Monica is an example of an inspiring hero who, despite her monsters’ shouting, was able to courageously reach out and help hundreds of other students who were struggling with mental health difficulties. Being a hero therefore means taking mindful steps that are in line with the values that we identified in chapter 5. It means that even though we might still struggle with our monsters, we can practice all or some of the skills we’ve learned, like defusion, mindfulness, self-compassion, willingness and connecting with our superhero self in order to actively take superhero actions toward our values.

We can try this by first connecting with our own heroes. Is there a hero you really identify with, real or fictional? Perhaps someone you look up to, someone you wish you could be more like? Now see if you can think of or try to imagine what this person’s values might be—courage, heroism, creativity, or something else? What are some of the obstacles your hero might have faced and how might your hero have overcome them?

One of my biggest real-life heroes is a famous fantasy novelist, Neil Gaiman. He is incredibly talented as a writer and extremely supportive of and encouraging to his fans. I always just assumed that he was quite confident and had no obstacles to overcome in his career. Of course, looking back at it, this thought is clearly a silly one, as everyone struggles at least at some point, even the most successful people. I once saw Mr. Gaiman do an interview for one of his novels. When asked if he ever feels insecure, he said that not only does he sometimes feel insecure, but that there have been many times when he felt like a fraud and like the “Fraud Police” would find out. This interview made me see things in a very different light. It really highlighted an aspect of common humanity for me: that everyone struggles with insecurity but not everyone talks about it. Hearing my hero talk about his own struggle inspired me to talk and write about mine. What is interesting about that is that the more I talked about it, the more courageous I felt, allowing me to more closely follow my own values: courage, authenticity, compassion, creativity, and helping others.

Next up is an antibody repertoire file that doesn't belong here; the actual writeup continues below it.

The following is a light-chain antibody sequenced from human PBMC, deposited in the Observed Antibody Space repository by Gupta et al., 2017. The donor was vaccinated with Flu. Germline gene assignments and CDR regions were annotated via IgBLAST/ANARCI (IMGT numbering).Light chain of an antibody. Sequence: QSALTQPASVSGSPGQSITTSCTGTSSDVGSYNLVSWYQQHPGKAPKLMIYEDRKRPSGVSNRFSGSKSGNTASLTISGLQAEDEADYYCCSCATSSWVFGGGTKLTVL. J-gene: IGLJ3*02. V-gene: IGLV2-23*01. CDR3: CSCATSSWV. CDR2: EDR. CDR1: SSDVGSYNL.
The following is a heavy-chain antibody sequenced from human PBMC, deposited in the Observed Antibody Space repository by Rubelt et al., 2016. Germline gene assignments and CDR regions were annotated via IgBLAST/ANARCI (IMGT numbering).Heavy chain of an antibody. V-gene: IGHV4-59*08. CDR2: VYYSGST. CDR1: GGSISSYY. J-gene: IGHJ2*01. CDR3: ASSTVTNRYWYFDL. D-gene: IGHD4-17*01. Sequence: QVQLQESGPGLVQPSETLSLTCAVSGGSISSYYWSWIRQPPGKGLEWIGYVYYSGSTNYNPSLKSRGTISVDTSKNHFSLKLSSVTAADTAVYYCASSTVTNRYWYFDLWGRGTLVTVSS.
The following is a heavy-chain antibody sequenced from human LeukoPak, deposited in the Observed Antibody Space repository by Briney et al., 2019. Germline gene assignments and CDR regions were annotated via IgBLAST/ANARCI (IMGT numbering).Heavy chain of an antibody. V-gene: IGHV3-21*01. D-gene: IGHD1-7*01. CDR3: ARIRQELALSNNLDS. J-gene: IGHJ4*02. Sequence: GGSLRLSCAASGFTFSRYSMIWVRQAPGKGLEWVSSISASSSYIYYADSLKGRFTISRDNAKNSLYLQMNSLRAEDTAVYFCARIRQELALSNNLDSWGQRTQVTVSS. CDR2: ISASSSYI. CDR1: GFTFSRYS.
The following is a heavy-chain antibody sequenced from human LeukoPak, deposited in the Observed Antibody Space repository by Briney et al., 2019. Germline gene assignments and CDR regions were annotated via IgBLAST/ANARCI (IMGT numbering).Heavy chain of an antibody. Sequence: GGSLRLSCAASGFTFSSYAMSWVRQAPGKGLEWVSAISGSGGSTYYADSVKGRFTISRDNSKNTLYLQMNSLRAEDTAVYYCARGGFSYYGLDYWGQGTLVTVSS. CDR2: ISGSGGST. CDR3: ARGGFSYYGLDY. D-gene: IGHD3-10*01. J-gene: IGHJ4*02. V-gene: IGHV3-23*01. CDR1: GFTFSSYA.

Take a few moments to write down the answers to these questions in your superhero journal in order to help you begin taking leaps in your superhero career: What do you value? What are the obstacles? Which skills might be helpful in dealing with at least some of these obstacles?